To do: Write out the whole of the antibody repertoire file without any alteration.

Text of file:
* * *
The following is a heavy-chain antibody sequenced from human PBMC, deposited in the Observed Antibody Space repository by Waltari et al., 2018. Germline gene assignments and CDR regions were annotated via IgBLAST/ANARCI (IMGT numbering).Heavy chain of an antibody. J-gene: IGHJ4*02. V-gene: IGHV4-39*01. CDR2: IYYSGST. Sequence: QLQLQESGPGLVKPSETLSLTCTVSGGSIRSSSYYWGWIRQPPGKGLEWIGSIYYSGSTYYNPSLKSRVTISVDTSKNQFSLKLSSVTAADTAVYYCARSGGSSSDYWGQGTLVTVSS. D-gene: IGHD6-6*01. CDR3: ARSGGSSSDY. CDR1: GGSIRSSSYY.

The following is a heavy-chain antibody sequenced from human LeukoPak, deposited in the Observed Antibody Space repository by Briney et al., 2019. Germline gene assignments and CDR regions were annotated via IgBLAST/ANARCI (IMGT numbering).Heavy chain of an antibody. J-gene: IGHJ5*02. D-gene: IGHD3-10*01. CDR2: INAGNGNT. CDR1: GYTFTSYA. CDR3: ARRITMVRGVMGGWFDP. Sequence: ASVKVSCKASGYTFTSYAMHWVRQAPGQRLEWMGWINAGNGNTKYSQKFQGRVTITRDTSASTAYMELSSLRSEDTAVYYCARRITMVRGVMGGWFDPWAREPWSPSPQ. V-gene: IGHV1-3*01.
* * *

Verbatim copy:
The following is a heavy-chain antibody sequenced from human PBMC, deposited in the Observed Antibody Space repository by Waltari et al., 2018. Germline gene assignments and CDR regions were annotated via IgBLAST/ANARCI (IMGT numbering).Heavy chain of an antibody. J-gene: IGHJ4*02. V-gene: IGHV4-39*01. CDR2: IYYSGST. Sequence: QLQLQESGPGLVKPSETLSLTCTVSGGSIRSSSYYWGWIRQPPGKGLEWIGSIYYSGSTYYNPSLKSRVTISVDTSKNQFSLKLSSVTAADTAVYYCARSGGSSSDYWGQGTLVTVSS. D-gene: IGHD6-6*01. CDR3: ARSGGSSSDY. CDR1: GGSIRSSSYY.

The following is a heavy-chain antibody sequenced from human LeukoPak, deposited in the Observed Antibody Space repository by Briney et al., 2019. Germline gene assignments and CDR regions were annotated via IgBLAST/ANARCI (IMGT numbering).Heavy chain of an antibody. J-gene: IGHJ5*02. D-gene: IGHD3-10*01. CDR2: INAGNGNT. CDR1: GYTFTSYA. CDR3: ARRITMVRGVMGGWFDP. Sequence: ASVKVSCKASGYTFTSYAMHWVRQAPGQRLEWMGWINAGNGNTKYSQKFQGRVTITRDTSASTAYMELSSLRSEDTAVYYCARRITMVRGVMGGWFDPWAREPWSPSPQ. V-gene: IGHV1-3*01.